• A safe place to go to after using again
  • Schedule of local support group meetings
  • List of stress-relief practices
  • Locations of local emergency services
  • Hotline numbers or crisis lines

A lot of people are embarrassed by a child’s addiction. The more people who know about the addiction, the more people you can turn to for assistance. Other family members, friends, and coworkers can assist your family when the addict relapses.

Know What to Do After Relapse

Parents of addicts need to understand that relapse does not equate to failure. It is simply a sign that the addict needs to take more steps to get clean. A significant relapse may require the parents to send the teen back to inpatient treatment. Depending on the circumstances, outpatient therapy may be preferable. It is paramount for parents to take steps after discovering the relapse to ensure the teen remains safe.

Parents should call 9-1-1 immediately after discovering the relapse. The reason for this is that there is a much greater risk of overdose from a relapse. The reason for this is that addicts develop tolerances when they are in the throes of addiction. This tolerance decreases after just a few weeks after not using the substance. When the addict uses the substance again, he or she will use the same amount as before. The problem is that the addict may no longer be able to handle that quantity and overdose.

When parents discover the relapse, they should call the police right away, especially if the teen is not responsive. Parents may also want to keep certain substances readily available. If the teen was addicted to narcotics, then all parents should keep NARCANÒ in the home. This is a nasal spray that can reverse the effects of an opioid overdose.

Begin the Recovery Process Again

After removing the threat of overdose, the parent and addict should get into a safe environment. The parent should get rid of all access to illicit substances. The parent should shield all of the negative influences, such as communication with friends who use. Additionally, this is the time when they need to start looking into addiction treatment again.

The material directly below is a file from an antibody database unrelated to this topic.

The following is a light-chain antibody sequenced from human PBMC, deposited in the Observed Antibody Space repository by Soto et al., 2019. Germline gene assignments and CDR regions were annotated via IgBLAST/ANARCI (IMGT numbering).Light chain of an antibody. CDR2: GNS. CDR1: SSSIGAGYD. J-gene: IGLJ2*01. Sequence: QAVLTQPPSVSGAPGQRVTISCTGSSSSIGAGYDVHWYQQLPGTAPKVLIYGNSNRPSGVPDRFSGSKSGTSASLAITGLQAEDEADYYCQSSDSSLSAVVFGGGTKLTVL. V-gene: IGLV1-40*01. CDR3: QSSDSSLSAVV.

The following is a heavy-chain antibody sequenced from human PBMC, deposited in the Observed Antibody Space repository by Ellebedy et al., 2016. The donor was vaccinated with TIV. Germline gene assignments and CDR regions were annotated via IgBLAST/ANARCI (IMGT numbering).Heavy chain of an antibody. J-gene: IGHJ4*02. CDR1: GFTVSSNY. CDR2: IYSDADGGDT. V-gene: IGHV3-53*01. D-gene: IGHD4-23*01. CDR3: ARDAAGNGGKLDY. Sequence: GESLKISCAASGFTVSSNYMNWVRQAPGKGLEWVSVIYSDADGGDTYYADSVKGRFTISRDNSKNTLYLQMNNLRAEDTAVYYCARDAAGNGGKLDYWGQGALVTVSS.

Supervised detox may be essential if there is no other way for the teen to overcome his or her dependency. Support groups or outpatient therapy may be all that is needed if the relapse was not too severe. Parents can rest easy knowing insurance plans do not put lifetime limits on substance abuse coverage. An addict can get as many treatments as necessary to recover.

Understand This is a Lifelong Process

Addiction is not like any other disease. It is not something a person can get over after a few weeks or months. The addict will have to deal with this for the rest of his or her life. Even after 10, 20, or 30 years of staying sober, relapse can happen to anyone. The addict constantly needs to practice coping mechanisms and healthy lifestyle habits.

Many addicts end up going to support groups for the rest of their lives. They need support from others to remain sober and overcome the addiction. Addicts need to maintain satisfying jobs and engage in healthy hobbies. With parents guiding the teen’s recovery, they are setting the child up for a good, fulfilling life.

Get in Touch with Professionals

Parents should give their teenagers the best by sending them to programs at the Anthony Louis Center. Professionals can treat a myriad of addictions, including alcohol, fentanyl, heroin, and more. Parents should contact us through our online form if they have any questions about what their teenagers need to recover successfully.